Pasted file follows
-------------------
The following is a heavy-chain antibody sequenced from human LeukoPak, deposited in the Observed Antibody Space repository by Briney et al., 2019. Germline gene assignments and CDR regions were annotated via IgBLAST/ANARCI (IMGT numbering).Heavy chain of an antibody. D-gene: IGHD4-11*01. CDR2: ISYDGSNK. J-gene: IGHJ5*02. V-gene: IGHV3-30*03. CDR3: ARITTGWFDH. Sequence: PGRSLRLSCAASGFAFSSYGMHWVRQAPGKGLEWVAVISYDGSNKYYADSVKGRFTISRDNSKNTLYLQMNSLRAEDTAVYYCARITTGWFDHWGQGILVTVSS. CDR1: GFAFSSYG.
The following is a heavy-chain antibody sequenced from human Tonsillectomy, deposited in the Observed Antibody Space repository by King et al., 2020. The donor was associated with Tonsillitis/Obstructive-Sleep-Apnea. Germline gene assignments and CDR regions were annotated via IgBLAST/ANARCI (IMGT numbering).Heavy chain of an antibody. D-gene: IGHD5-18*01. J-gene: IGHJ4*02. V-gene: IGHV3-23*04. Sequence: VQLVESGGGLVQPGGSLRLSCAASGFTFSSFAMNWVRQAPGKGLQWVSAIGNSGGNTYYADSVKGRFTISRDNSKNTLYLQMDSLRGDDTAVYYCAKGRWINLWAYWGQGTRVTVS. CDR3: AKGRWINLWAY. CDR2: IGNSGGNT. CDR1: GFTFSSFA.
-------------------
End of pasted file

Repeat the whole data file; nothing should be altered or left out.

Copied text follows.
The following is a heavy-chain antibody sequenced from human LeukoPak, deposited in the Observed Antibody Space repository by Briney et al., 2019. Germline gene assignments and CDR regions were annotated via IgBLAST/ANARCI (IMGT numbering).Heavy chain of an antibody. D-gene: IGHD4-11*01. CDR2: ISYDGSNK. J-gene: IGHJ5*02. V-gene: IGHV3-30*03. CDR3: ARITTGWFDH. Sequence: PGRSLRLSCAASGFAFSSYGMHWVRQAPGKGLEWVAVISYDGSNKYYADSVKGRFTISRDNSKNTLYLQMNSLRAEDTAVYYCARITTGWFDHWGQGILVTVSS. CDR1: GFAFSSYG.
The following is a heavy-chain antibody sequenced from human Tonsillectomy, deposited in the Observed Antibody Space repository by King et al., 2020. The donor was associated with Tonsillitis/Obstructive-Sleep-Apnea. Germline gene assignments and CDR regions were annotated via IgBLAST/ANARCI (IMGT numbering).Heavy chain of an antibody. D-gene: IGHD5-18*01. J-gene: IGHJ4*02. V-gene: IGHV3-23*04. Sequence: VQLVESGGGLVQPGGSLRLSCAASGFTFSSFAMNWVRQAPGKGLQWVSAIGNSGGNTYYADSVKGRFTISRDNSKNTLYLQMDSLRGDDTAVYYCAKGRWINLWAYWGQGTRVTVS. CDR3: AKGRWINLWAY. CDR2: IGNSGGNT. CDR1: GFTFSSFA.